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[Archived]Oera Linda Book and the Great Flood


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#9121    The Puzzler

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Posted 29 December 2011 - 11:13 PM

Firstly Abe, I do not 'want' to attach anything to Egypt etc, it's fairly obvious to me, if we are looking at Neptune, Minerva etc, that these cows with golden corns will relate to the Sun God...or we can forget about any reference that seems to be a Greek/Roman God imo.

The Magyar were like Egyptian priests so it would be likely imo they would share some kind of religious culture - that of the Sun cow. Your golden horns are great but there is no 'ky' attached to them.

Second, my blather on Balder and Freya comes from trying to work out exactly what Frya is, sorry that's going OT - but it all relates to the Juul so is kinda OLB related in the long run. My mission is to see if anything mentioned in Norse inc. language went into other cultures - so my posts may contain references and info that is not interesting to you or seems connected - but it is - that's OK, just bypass it if you like.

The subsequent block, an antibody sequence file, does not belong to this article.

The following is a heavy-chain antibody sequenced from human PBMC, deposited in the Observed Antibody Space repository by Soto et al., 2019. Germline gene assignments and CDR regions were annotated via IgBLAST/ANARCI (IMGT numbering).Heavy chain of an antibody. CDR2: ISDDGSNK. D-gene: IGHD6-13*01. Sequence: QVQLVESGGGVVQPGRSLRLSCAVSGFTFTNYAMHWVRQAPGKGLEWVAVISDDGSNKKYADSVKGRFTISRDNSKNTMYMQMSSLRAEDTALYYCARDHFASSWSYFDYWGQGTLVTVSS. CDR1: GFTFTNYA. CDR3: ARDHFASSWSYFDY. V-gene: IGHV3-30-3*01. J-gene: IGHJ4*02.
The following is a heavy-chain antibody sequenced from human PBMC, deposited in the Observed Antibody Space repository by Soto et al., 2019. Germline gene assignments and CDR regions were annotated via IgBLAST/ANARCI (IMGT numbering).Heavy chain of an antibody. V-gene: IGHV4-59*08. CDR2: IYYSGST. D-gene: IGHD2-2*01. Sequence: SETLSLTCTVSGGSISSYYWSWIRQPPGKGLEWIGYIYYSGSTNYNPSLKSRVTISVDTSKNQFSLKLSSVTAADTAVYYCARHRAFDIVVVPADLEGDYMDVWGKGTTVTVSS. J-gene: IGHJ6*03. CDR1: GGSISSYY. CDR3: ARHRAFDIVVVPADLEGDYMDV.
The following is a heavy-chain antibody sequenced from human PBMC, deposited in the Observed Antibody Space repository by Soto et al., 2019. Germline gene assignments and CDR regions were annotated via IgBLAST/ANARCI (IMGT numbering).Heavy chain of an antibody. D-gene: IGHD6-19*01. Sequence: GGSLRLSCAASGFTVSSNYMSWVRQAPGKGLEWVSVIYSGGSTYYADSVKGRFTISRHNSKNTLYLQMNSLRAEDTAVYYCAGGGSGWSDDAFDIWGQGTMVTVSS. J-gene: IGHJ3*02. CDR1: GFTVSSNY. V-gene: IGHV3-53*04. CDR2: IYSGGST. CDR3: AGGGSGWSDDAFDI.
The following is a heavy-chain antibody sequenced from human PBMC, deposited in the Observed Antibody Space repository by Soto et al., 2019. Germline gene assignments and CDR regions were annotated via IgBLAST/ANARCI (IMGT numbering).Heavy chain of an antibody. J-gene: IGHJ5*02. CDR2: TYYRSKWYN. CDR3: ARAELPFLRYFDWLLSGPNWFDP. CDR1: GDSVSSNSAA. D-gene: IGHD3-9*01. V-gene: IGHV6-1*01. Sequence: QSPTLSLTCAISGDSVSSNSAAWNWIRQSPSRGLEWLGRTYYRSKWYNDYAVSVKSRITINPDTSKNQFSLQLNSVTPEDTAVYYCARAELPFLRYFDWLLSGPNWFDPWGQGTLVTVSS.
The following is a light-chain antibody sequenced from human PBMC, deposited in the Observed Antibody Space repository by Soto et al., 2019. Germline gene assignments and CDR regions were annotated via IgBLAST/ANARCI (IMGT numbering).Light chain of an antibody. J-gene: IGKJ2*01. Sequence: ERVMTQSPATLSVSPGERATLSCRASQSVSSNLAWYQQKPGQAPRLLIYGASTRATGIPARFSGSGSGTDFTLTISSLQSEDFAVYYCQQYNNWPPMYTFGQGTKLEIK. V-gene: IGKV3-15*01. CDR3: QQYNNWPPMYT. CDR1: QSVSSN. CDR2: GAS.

3rdly - I think your idea is good for the collection of ideas for a word but I think it would be very hard, since we all have such different ideas. I can be concise when I want to be.

Edited by The Puzzler, 29 December 2011 - 11:14 PM.

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#9122    Abramelin

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Posted 29 December 2011 - 11:29 PM

View PostThe Puzzler, on 29 December 2011 - 11:13 PM, said:

Firstly Abe, I do not 'want' to attach anything to Egypt etc, it's fairly obvious to me, if we are looking at Neptune, Minerva etc, that these cows with golden corns will relate to the Sun God...or we can forget about any reference that seems to be a Greek/Roman God imo.

The Magyar were like Egyptian priests so it would be likely imo they would share some kind of religious culture - that of the Sun cow. Your golden horns are great but there is no 'ky' attached to them.